Abdul El Ayoubi, from the Lebanese Muslim Association that administers the Lakemba mosque where besieged Muslim cleric Sheik Taj al-Din al-Hilali is based, says the Sheik believes his comments have been misinterpreted in the same way the Pope was misunderstood in a sermon on Islam, AAP reports.

Perhaps he should read the comments on the Pope row by Edward Skidelsky in Prospect magazine:

One has to feel sorry for the Pope. He cannot open his mouth without giving offence to groups only too eager to take it. What’s more, the offence is shared by many members of Europe’s secular intelligentsia, who have no particular sympathy for radical Islam but are outraged that the head of a Christian church should be so “insensitive” as to voice a preference for his own faith. Things have come to a strange pass when even the Vicar of Christ is required to genuflect before the altar of cultural relativism.

There are some good reflections on multiculturalism and religion up on the Butterflies and Wheels website:

When we think of multiculturalism we tend to think of an educated internationalist outlook: a broad modern palate able to appreciate foods, wines, books, music and art from around the world. We also tend to include religion on that list; but that is a mistake.

Religion is in another category than food, clothes and wine. It is a system of ideas in its own right, and, what is more, it is a system of ideas that stands in absolute opposition to the multicultural principle. Religion is about narrowing options: reducing the amount of reading, reducing the number of competing thoughts, channelling everything towards the one book, the one way, the one lord… A repressive idea is hiding behind a liberal idea and we are blithely stamping it and passing it along.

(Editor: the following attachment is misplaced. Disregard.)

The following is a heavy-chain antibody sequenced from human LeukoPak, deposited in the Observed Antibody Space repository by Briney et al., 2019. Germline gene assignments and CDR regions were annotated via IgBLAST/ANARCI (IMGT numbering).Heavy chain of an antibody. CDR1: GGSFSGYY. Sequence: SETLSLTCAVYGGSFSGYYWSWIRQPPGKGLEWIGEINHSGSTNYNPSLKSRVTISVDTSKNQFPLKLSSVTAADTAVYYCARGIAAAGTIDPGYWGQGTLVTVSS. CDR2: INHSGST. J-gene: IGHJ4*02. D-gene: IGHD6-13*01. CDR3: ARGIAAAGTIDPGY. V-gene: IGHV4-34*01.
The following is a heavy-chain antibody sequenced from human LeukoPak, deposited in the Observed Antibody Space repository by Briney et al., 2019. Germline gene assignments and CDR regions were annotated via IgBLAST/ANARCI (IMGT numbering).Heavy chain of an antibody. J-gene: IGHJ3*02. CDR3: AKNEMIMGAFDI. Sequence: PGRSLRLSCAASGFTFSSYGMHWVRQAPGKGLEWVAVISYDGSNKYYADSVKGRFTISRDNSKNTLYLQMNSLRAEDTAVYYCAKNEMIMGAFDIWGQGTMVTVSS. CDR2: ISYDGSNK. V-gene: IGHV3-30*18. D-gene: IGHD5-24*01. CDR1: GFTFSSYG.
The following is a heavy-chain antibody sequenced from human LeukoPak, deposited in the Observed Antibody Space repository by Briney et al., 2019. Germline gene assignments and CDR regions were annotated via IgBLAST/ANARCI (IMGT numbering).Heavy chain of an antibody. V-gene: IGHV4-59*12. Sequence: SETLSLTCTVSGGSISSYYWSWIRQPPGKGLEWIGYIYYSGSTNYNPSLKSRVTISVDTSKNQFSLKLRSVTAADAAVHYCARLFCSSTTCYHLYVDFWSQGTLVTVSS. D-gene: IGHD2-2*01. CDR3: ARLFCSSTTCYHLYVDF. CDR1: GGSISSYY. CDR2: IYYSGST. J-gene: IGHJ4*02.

This error can be expressed as a syllogism:

  • multiculturalism is educated and enlightened,
  • religion is classed as multiculturalism,
  • therefore religion is educated and enlightened.

And there’s something else to remember, too. The religion the Pope leads is unequivocal about its teachings on abortion – but it scarcely celebrates people who, thanks to their commitment to those views, kill abortionists or the people in their employ.

That’s one teaching of the infidel Hilali’s flock – and their cultural relativist fellow travellers – need to consider.